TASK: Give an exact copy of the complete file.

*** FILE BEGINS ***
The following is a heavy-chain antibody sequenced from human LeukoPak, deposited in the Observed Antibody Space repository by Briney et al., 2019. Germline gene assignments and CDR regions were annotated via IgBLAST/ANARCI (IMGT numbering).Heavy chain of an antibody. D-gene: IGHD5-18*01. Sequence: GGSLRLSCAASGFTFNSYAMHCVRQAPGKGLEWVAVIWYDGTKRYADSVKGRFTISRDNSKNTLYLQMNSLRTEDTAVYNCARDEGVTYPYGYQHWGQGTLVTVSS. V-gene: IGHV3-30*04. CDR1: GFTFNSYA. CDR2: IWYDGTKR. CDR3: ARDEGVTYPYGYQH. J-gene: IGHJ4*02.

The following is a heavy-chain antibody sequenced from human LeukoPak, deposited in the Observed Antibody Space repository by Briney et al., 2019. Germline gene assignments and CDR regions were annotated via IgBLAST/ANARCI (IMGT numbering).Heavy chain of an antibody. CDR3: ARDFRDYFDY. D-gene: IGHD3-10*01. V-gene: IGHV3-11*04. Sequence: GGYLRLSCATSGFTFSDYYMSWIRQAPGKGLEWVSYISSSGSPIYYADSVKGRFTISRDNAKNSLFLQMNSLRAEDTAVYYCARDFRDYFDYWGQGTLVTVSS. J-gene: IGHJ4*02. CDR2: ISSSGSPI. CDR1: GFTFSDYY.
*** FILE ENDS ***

The following is a heavy-chain antibody sequenced from human LeukoPak, deposited in the Observed Antibody Space repository by Briney et al., 2019. Germline gene assignments and CDR regions were annotated via IgBLAST/ANARCI (IMGT numbering).Heavy chain of an antibody. D-gene: IGHD5-18*01. Sequence: GGSLRLSCAASGFTFNSYAMHCVRQAPGKGLEWVAVIWYDGTKRYADSVKGRFTISRDNSKNTLYLQMNSLRTEDTAVYNCARDEGVTYPYGYQHWGQGTLVTVSS. V-gene: IGHV3-30*04. CDR1: GFTFNSYA. CDR2: IWYDGTKR. CDR3: ARDEGVTYPYGYQH. J-gene: IGHJ4*02.

The following is a heavy-chain antibody sequenced from human LeukoPak, deposited in the Observed Antibody Space repository by Briney et al., 2019. Germline gene assignments and CDR regions were annotated via IgBLAST/ANARCI (IMGT numbering).Heavy chain of an antibody. CDR3: ARDFRDYFDY. D-gene: IGHD3-10*01. V-gene: IGHV3-11*04. Sequence: GGYLRLSCATSGFTFSDYYMSWIRQAPGKGLEWVSYISSSGSPIYYADSVKGRFTISRDNAKNSLFLQMNSLRAEDTAVYYCARDFRDYFDYWGQGTLVTVSS. J-gene: IGHJ4*02. CDR2: ISSSGSPI. CDR1: GFTFSDYY.